FIG. 26 shows a floor framing 400 used in the AISI TS-7 tests.

Floor Diaphragm Materials

Prototype ¾″ SCP—Structural Cement Panel reinforced with fiberglass strands. A “V”-groove and tongue is located along the 8′ dimension of the 4′×8′ sheets.

¾″ Plywood- 23/32″ GP Plus, Tongue and Groove (Quick Fit). APA Rated Sturd-1-Floor™, Exposure 1, PS1-95 Underlayment, Sanded Face, PRP-108 and manufactured by Georgia Pacific Corporation.

Fasteners—#8—18×1⅝″ 1 g., winged driller Bugle head Grabber Super Drive™ (Lox drive) screws, Item No. CHS8158JBW spaced 4″, 6″ and 12″ o.c. along the perimeter, and 12″ o.c. in the field of the panels. All fasteners were placed a minimum of ¾″ in from panel edges and ½″ in from seams. At panel corners the fasteners were inset 2″.

Adhesive—PL Polyurethane Premium Construction Adhesive, manufactured by OSI Sealants. A ¼″ bead was applied to all framing members with a double bead applied at panel butt-joints. A minimum of 24 hours of cure time was provided prior to any loading.

Floor Framing

Joists—16 ga.×10″ deep×10′ long Trade Ready™ Joists manufactured by Dietrich Industries. The joists were stamped Dietrich TDJ5 W 9-¼IN×L 11 FT 10½IN 14453223 16 GAUGE G60 50KSI. The average tested yield strength was 51.0 ksi.

Rim Track—16 ga.×10 3/16″deep×16′ long with pre-bent joist attachment locations spaced at 24″ o.c. The track was stamped Dietrich D16 W 9-¼IN×L 16FT 14453203 16 GAUGE G60. The average tested yield strength was 62.7 ksi. Fasteners—#10-16×¾″ long hex-head, Drivall screws.

Test Specimen Construction

Ten (10) test samples were constructed to an overall dimension of 11′-11″×12′-0″. The rim track had the prebent tabs at 16″ o.c. so, clip angles were welded at the 24″ o.c. spacing.

The joists were attached to the track using three (3) hex-head #10-16×¾″ lg. Drivall screws into the side of the joist through the pre-bent tab. A Simpson Strong-Tie Holdown Part No. S/HD15 was fastened to the Tension side of the floor using 48-#10×¾″ lg. hex-head self-drilling screws. A 6-⅛″×16″ lg., 12 ga stud was attached to the compression joist using (14)-#10×¾″ long hex-head self-drilling screws. This was added as a stiffener to avoid crushing the end joist prior to diaphragm failure. The frame was squared and then the prototype SCP or plywood was fastened to it. The floor sheathing was fastened at 4″, 6″ or 12″ o.c. around the perimeter inset 2″ from the corners, and 12″ o.c. in the field with #8-18×1⅝″ lg. Bugle head Grabber Super Drive™ screws. Care was taken to ensure that the fasteners were kept flush or slightly below the surface of the floor sheathing and also did not strip out in the steel framing. See attached drawings no. B6-B11 for details. The test samples using adhesive were allowed to set for a minimum of 24 hours to provide the recommended adhesive to cure.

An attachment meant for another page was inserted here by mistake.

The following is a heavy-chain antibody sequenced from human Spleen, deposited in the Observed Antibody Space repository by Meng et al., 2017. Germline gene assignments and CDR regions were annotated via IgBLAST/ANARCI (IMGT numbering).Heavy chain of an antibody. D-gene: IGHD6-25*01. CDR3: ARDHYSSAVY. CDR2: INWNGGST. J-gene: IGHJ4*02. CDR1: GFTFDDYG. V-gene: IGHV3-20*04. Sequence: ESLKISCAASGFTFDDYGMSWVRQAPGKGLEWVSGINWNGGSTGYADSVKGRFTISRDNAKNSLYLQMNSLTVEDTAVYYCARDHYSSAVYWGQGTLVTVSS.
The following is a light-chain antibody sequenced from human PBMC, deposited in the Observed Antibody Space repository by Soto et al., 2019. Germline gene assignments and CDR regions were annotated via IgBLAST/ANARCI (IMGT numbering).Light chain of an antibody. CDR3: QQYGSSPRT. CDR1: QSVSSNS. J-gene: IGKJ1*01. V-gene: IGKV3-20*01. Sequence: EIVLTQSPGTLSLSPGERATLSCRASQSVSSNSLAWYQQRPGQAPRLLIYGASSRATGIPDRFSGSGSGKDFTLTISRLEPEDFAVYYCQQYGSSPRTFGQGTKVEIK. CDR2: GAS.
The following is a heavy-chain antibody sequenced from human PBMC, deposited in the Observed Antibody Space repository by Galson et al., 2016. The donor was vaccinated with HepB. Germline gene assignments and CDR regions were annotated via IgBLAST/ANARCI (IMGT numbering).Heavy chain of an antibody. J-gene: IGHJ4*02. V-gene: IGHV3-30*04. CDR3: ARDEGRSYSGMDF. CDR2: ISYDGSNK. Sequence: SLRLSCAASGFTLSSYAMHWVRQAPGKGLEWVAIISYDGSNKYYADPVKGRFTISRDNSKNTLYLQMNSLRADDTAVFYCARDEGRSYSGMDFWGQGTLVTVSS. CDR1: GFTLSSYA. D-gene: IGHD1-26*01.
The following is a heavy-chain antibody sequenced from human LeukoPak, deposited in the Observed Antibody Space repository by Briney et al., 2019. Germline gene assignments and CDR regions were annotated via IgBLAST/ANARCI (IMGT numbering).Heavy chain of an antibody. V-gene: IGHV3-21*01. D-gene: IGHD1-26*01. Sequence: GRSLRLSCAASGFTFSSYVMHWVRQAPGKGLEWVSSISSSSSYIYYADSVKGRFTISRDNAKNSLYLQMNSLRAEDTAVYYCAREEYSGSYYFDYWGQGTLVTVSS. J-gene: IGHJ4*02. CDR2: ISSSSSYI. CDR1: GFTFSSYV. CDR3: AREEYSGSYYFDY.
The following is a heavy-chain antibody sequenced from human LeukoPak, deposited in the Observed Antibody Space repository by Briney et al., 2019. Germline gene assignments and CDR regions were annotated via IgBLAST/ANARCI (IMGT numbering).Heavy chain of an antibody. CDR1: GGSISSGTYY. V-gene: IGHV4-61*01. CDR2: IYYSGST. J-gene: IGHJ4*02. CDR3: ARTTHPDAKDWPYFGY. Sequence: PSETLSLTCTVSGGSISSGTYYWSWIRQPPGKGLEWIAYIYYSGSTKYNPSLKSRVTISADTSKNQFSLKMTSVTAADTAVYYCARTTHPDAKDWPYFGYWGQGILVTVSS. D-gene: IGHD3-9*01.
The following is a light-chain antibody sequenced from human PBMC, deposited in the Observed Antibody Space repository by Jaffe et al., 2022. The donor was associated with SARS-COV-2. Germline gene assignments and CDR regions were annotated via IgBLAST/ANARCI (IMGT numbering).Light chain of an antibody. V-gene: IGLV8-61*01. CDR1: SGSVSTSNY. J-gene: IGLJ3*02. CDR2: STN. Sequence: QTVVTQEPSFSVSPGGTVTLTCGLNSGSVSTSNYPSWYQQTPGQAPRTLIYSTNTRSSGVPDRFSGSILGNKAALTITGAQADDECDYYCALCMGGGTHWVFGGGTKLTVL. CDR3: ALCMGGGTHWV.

FIG. 27 shows one of the SCP Floors 420 used in the AISI TS-7 tests with adhesive placement. The boards 442 were SCP panels having 0.670 inch-0.705 inch thickness. View EE shows offset panels at a joint. View FF shows “V”-shaped ½ inch tongue and groove joint. View GG shows a corner. View HH shows where three SCP panels meet. View II shows a corner.

Test Set-Up

FIG. 28 shows the testing apparatus 450 used in the AISI TS-7 tests. Test apparatus 450 has two 8 inch×72 inch long loading beams 454. A test specimen 452 is placed on 1 inch rollers 458 a steel plate 460 is provided under the rollers 458. A rigid bearing 466 and test fixture 456 and I-beam fixture are also provided. A hydraulic cylinder 462 applies pressure to the test specimen 452.

The test sample was positioned in the test fixture with one of the rim tracks set flush to the top of a 10″-30 lb./ft. C-channel. The rim track was then attached to the C-channel using a #12-24, T5 hex head screws spaced 12″ o.c. Two (2) 8″×72″ long I-beams were then attached to the other rim track, flush to the top, using #10×¾″ long hex-head self-drilling screws. The fasteners were set 6″ o.c. alternating sides of the I-beam flange. The I-beams were also bolted together. A hydraulic cylinder was positioned on a reaction beam in-line with the I-beams.